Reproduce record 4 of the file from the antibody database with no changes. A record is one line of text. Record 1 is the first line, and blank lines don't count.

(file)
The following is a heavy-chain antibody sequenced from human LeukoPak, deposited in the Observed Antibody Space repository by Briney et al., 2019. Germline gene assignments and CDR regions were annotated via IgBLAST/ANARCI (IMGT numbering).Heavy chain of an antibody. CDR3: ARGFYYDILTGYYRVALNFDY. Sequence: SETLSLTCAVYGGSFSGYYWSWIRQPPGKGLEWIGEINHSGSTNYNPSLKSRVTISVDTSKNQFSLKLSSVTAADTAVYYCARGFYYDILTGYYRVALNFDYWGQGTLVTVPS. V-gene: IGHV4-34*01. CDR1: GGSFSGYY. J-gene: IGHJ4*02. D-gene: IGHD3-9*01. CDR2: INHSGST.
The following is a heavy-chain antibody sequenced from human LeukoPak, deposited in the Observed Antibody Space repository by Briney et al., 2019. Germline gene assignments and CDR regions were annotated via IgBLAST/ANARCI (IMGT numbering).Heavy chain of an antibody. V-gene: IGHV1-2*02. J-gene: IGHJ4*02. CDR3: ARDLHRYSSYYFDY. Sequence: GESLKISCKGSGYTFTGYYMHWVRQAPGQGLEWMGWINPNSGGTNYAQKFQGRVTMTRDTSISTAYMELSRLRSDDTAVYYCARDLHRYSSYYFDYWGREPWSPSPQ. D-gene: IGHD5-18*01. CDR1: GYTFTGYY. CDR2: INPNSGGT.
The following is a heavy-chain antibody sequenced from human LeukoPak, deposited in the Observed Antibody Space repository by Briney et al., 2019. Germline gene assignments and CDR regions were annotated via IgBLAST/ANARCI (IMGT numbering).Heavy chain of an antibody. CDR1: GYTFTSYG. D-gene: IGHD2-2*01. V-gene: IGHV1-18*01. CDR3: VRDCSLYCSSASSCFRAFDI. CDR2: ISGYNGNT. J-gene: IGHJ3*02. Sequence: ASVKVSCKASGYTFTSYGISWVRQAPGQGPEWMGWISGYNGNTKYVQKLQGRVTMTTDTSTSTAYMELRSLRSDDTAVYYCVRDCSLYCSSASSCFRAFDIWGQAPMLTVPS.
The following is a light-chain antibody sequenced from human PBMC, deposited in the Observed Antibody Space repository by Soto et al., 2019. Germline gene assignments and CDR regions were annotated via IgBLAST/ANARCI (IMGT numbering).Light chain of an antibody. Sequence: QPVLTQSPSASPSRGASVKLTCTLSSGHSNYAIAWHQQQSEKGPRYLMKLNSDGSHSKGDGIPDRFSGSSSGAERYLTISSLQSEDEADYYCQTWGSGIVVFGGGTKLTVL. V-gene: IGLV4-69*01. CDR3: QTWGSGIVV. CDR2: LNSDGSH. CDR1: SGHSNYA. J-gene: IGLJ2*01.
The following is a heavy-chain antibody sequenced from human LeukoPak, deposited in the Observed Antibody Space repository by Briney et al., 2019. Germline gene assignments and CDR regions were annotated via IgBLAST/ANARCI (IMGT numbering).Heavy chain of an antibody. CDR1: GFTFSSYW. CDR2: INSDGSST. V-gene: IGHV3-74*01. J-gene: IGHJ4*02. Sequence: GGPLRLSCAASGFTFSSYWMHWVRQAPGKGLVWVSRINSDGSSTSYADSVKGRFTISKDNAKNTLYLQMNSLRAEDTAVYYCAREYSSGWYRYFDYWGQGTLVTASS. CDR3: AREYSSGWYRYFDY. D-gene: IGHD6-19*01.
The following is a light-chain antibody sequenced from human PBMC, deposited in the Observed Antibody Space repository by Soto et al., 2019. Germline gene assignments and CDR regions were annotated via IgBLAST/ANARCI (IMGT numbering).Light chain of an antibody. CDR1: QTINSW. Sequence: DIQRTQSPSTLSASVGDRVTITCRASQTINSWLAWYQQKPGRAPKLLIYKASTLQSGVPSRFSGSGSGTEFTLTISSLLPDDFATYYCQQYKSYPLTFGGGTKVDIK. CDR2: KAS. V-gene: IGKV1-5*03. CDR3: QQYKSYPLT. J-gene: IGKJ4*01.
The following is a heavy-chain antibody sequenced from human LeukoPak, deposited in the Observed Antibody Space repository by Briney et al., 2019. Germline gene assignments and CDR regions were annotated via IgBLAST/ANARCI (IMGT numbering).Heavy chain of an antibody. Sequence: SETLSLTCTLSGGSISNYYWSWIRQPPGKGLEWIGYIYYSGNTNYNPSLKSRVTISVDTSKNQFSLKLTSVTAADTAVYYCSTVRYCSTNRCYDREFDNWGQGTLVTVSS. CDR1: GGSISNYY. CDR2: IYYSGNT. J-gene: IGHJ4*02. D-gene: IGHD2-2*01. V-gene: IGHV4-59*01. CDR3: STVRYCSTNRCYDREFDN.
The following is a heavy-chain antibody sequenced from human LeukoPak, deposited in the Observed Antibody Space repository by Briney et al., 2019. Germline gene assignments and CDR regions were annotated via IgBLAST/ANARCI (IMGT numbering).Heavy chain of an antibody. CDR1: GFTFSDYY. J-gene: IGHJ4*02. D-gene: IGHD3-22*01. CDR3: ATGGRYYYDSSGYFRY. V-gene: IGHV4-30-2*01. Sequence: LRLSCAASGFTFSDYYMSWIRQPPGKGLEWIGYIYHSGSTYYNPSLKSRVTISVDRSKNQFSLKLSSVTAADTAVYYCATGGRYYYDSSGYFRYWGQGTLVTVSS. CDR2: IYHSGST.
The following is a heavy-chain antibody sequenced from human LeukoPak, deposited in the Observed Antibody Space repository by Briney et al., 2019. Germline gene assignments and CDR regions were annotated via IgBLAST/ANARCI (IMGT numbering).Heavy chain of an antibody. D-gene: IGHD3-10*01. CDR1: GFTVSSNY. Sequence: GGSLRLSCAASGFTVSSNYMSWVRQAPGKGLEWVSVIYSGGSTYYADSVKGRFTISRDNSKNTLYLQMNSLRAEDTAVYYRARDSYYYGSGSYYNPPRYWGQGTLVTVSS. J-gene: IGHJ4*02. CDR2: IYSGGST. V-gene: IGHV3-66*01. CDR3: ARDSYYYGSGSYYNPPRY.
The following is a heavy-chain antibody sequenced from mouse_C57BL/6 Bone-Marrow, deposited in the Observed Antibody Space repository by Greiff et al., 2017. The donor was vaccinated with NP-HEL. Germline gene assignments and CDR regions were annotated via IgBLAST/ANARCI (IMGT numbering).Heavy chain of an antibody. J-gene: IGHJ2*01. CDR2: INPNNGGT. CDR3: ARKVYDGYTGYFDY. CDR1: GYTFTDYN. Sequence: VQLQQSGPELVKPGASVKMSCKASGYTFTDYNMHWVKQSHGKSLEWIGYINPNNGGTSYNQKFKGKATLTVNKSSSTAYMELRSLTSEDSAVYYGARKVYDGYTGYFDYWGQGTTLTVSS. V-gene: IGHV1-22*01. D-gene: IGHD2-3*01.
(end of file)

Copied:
The following is a light-chain antibody sequenced from human PBMC, deposited in the Observed Antibody Space repository by Soto et al., 2019. Germline gene assignments and CDR regions were annotated via IgBLAST/ANARCI (IMGT numbering).Light chain of an antibody. Sequence: QPVLTQSPSASPSRGASVKLTCTLSSGHSNYAIAWHQQQSEKGPRYLMKLNSDGSHSKGDGIPDRFSGSSSGAERYLTISSLQSEDEADYYCQTWGSGIVVFGGGTKLTVL. V-gene: IGLV4-69*01. CDR3: QTWGSGIVV. CDR2: LNSDGSH. CDR1: SGHSNYA. J-gene: IGLJ2*01.